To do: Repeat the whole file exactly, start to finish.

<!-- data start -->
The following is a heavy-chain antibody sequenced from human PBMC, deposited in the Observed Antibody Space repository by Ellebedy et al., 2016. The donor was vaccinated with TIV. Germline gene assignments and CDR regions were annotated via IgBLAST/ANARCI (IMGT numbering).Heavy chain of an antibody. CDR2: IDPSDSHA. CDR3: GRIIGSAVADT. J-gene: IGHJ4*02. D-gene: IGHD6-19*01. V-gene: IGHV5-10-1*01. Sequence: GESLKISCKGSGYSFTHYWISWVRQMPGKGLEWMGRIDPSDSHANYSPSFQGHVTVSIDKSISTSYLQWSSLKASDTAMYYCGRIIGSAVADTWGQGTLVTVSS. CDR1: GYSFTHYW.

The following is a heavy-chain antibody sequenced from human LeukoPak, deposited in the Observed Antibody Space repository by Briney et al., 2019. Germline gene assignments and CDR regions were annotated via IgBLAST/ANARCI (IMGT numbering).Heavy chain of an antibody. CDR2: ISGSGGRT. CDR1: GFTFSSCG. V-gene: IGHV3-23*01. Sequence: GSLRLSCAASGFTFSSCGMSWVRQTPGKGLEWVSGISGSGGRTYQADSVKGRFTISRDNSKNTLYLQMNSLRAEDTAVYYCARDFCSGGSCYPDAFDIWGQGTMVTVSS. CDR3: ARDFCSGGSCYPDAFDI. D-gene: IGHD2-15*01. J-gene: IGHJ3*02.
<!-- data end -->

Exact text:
The following is a heavy-chain antibody sequenced from human PBMC, deposited in the Observed Antibody Space repository by Ellebedy et al., 2016. The donor was vaccinated with TIV. Germline gene assignments and CDR regions were annotated via IgBLAST/ANARCI (IMGT numbering).Heavy chain of an antibody. CDR2: IDPSDSHA. CDR3: GRIIGSAVADT. J-gene: IGHJ4*02. D-gene: IGHD6-19*01. V-gene: IGHV5-10-1*01. Sequence: GESLKISCKGSGYSFTHYWISWVRQMPGKGLEWMGRIDPSDSHANYSPSFQGHVTVSIDKSISTSYLQWSSLKASDTAMYYCGRIIGSAVADTWGQGTLVTVSS. CDR1: GYSFTHYW.

The following is a heavy-chain antibody sequenced from human LeukoPak, deposited in the Observed Antibody Space repository by Briney et al., 2019. Germline gene assignments and CDR regions were annotated via IgBLAST/ANARCI (IMGT numbering).Heavy chain of an antibody. CDR2: ISGSGGRT. CDR1: GFTFSSCG. V-gene: IGHV3-23*01. Sequence: GSLRLSCAASGFTFSSCGMSWVRQTPGKGLEWVSGISGSGGRTYQADSVKGRFTISRDNSKNTLYLQMNSLRAEDTAVYYCARDFCSGGSCYPDAFDIWGQGTMVTVSS. CDR3: ARDFCSGGSCYPDAFDI. D-gene: IGHD2-15*01. J-gene: IGHJ3*02.